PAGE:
What Would Deradicalization Programs for the Far-Right Actually Look Like?

We asked a counter-terrorism practitioner what may happen if people start to focus more on neo-Nazis than Muslims when trying to fight extremism.

by Jessica Bateman
Nov 27 2016, 5:00am

A photo shared on Instagram by Donald Trump Jr during the US presidential election campaign (Photo via)

You might have noticed the term "alt-right" debated a bit more since the US voted a reality TV star as their president-elect. Although the 'alt' preface might suggest something young, trendy and counter-cultural, it's pretty much just a mishmash of variations of conservatism. It encompasses everything from white nationalism, anti-feminism and pro-segregationism to classic online trolls, looking to get a rise out of people. And, from the outside, a lot of its members look like they're coming together online, Pepe the Frog memes and all.

It may sound distinctly familiar to anyone who's been following the way we discuss online extremism. "When we talk about online radicalization we always talk about Muslims," Motswana writer Siyanda Mohutsiwa recently tweeted, after years following alt-right groups online. "But the radicalization of white men online is at astronomical levels. Young men came to these groups for tips on picking up girls and came out believing it was up to them to save Western civilization... [They] found young white men at their most vulnerable and convinced them liberals were colluding to destroy white Western manhood."

Deradicalization programs, mostly targeting young Muslims, have been running in the UK for around ten years now, but we're seeing more referrals related to the far-right—in some parts of the country, these may make up the majority. We spoke to Rashad Ali, a counter-terrorism practitioner at the Institute of Strategic Dialogue, about what deradicalization could look like when applied to a different, relatively amorphous, group.

Hi Rashad, what's your background with radicalization, first of all?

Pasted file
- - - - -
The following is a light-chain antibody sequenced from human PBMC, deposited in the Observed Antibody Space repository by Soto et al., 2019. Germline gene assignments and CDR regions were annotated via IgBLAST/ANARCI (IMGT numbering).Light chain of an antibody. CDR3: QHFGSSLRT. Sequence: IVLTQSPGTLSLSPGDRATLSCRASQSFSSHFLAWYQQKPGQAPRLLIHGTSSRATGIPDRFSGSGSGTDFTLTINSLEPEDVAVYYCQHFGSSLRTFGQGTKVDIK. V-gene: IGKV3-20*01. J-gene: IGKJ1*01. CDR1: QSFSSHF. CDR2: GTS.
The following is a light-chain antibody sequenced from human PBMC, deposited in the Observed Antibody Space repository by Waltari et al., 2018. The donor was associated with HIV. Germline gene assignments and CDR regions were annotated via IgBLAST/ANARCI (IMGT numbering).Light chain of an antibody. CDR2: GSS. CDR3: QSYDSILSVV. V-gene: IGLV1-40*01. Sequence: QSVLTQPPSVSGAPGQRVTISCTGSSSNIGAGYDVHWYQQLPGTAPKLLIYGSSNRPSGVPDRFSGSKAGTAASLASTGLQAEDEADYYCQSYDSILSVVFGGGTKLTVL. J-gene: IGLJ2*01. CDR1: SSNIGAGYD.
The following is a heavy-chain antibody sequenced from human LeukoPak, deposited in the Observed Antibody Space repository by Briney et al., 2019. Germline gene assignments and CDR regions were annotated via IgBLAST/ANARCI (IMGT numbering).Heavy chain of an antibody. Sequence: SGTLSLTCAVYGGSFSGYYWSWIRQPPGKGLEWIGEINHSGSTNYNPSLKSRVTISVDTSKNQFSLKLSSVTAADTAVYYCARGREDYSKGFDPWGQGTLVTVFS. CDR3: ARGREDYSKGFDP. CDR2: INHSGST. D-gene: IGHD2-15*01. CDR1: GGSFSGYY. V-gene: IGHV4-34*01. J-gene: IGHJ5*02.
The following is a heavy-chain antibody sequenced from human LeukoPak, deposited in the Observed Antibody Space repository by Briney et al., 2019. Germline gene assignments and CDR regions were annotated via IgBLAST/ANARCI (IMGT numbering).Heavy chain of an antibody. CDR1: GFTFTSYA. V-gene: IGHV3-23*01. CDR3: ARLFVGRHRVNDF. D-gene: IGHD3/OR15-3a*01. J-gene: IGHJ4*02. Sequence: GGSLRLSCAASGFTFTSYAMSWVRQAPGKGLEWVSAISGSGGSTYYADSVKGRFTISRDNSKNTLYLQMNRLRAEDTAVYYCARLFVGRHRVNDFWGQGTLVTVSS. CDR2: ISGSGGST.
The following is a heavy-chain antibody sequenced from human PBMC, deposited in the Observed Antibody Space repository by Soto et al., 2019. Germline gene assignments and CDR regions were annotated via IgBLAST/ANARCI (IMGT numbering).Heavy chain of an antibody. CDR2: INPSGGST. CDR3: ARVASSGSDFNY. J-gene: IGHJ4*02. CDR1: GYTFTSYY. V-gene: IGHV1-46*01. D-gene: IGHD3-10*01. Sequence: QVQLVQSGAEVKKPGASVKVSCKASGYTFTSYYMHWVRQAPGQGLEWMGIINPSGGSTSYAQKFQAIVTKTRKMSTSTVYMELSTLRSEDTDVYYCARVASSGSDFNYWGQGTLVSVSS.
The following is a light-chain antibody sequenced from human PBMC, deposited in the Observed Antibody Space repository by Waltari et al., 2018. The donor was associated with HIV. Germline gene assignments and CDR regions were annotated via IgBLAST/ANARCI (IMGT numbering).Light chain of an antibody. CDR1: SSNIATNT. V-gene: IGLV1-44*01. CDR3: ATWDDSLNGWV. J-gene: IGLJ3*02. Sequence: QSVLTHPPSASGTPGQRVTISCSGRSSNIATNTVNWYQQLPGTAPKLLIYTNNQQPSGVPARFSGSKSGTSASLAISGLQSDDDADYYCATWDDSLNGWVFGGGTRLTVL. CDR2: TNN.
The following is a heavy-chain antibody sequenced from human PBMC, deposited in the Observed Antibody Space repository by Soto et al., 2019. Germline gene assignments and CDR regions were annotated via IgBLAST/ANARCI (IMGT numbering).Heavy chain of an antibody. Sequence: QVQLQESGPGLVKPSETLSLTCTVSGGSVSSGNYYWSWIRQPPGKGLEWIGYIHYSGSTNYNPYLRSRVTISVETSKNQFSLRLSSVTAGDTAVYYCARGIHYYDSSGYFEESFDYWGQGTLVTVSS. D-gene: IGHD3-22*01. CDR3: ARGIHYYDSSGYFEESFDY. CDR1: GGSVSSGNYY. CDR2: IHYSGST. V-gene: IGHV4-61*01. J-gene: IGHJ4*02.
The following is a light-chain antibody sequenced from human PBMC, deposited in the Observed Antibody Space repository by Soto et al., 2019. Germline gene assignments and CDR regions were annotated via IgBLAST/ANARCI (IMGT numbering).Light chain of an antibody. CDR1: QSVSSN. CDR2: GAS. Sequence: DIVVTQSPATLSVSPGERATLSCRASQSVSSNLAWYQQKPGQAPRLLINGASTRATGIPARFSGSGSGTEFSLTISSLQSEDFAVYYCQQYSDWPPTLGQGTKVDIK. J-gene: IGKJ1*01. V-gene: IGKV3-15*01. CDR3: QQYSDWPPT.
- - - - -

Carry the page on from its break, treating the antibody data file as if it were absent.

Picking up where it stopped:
Rashad Ali: I became involved with radical Islamist groups as a teenager in Yorkshire. After a while, I began to realize it was wrong—I saw it had no real moral framework, that it was devoid of any political substance, and that it was problematic. I've been working in counter-terrorism for over eight years now, and have worked on over 100 cases. The far-right and radical Islam are actually very similar, because they create this narrative of a civilizational conflict between the "Muslim world" and "the West." That's the problem with Trump and Steve Bannon—they essentially push the same message as radical Islamists.

What kind of person tends to be susceptible to radicalization?
I don't think there's a specific type of person. Human beings, on a base level, share the same vulnerabilities and trigger spots. Grievances, personal experiences and existential identity crises are what extremist narratives manipulate. They present themselves as anti-establishment, authentic, and the voice of the people.

For example, radical Islamism is really quite superficial and reactionary, but the narrative resonates with people who are having existential identity crises and who have religious views that can be manipulated. Far-left politics, such as Corbyn's rhetoric, exploit genuine grievances people have with the government, but there's no real substance there in terms of actual policies.

So why do you think we're seeing a rise in extremism right now?